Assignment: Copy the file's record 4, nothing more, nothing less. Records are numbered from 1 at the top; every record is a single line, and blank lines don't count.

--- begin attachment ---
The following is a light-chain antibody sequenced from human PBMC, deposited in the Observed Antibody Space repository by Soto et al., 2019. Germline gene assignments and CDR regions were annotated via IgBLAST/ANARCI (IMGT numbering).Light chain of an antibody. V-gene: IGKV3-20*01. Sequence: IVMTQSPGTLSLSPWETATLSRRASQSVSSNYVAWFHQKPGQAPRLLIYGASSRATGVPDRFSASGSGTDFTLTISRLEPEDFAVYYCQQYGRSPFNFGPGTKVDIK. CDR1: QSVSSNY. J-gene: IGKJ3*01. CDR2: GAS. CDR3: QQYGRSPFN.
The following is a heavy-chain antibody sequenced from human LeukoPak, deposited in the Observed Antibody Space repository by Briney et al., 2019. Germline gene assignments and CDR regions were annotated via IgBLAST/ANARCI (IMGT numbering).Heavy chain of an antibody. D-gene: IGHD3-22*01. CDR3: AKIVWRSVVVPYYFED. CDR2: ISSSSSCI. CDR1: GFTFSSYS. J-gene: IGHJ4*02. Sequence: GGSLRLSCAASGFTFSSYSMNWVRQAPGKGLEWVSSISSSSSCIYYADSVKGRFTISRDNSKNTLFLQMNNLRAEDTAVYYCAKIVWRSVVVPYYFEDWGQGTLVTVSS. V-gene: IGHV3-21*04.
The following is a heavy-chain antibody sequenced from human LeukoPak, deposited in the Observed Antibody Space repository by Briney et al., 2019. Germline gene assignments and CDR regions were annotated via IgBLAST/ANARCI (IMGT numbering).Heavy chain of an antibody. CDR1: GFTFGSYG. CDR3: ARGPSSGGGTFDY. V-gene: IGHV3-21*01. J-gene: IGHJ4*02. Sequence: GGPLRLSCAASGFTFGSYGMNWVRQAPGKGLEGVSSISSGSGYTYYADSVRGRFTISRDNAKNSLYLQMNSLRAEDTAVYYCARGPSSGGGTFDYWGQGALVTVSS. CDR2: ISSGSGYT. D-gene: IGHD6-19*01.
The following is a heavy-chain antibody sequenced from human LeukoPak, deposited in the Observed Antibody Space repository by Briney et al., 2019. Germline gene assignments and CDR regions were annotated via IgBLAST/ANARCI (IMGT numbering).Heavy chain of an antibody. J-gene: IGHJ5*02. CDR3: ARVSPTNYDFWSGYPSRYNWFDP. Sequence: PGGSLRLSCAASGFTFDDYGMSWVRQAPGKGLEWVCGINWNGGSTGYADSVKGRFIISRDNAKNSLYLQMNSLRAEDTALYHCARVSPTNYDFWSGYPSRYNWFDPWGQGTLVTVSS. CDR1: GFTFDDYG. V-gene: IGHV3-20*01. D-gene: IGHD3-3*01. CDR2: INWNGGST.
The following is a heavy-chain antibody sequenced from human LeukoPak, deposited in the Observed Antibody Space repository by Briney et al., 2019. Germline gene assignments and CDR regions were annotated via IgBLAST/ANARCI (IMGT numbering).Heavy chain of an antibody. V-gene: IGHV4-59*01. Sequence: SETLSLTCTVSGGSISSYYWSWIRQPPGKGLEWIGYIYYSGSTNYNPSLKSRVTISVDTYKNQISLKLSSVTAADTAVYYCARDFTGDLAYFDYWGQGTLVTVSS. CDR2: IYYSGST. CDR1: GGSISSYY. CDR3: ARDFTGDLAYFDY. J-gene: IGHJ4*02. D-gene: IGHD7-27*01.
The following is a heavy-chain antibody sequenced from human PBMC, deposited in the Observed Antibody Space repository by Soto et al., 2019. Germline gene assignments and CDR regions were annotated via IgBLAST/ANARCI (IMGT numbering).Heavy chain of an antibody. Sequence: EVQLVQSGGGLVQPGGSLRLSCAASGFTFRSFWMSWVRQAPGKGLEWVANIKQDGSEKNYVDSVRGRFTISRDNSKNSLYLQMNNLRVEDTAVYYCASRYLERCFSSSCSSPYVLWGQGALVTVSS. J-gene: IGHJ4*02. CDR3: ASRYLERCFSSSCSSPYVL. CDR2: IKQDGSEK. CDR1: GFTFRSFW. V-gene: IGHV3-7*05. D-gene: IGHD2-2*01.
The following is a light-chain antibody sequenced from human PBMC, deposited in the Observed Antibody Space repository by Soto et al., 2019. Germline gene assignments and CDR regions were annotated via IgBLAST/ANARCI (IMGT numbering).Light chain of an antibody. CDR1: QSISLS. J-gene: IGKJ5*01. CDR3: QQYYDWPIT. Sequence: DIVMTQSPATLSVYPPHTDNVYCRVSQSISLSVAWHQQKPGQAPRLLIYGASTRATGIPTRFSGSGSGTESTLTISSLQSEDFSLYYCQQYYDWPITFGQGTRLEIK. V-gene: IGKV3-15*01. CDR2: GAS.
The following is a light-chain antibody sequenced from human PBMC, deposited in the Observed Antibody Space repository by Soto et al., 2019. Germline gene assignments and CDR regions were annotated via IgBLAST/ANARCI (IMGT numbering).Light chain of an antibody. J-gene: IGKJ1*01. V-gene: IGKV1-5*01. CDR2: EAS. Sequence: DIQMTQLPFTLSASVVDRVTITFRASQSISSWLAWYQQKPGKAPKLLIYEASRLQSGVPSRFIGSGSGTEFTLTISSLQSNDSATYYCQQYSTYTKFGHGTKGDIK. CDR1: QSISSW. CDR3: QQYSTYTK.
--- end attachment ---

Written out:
The following is a heavy-chain antibody sequenced from human LeukoPak, deposited in the Observed Antibody Space repository by Briney et al., 2019. Germline gene assignments and CDR regions were annotated via IgBLAST/ANARCI (IMGT numbering).Heavy chain of an antibody. J-gene: IGHJ5*02. CDR3: ARVSPTNYDFWSGYPSRYNWFDP. Sequence: PGGSLRLSCAASGFTFDDYGMSWVRQAPGKGLEWVCGINWNGGSTGYADSVKGRFIISRDNAKNSLYLQMNSLRAEDTALYHCARVSPTNYDFWSGYPSRYNWFDPWGQGTLVTVSS. CDR1: GFTFDDYG. V-gene: IGHV3-20*01. D-gene: IGHD3-3*01. CDR2: INWNGGST.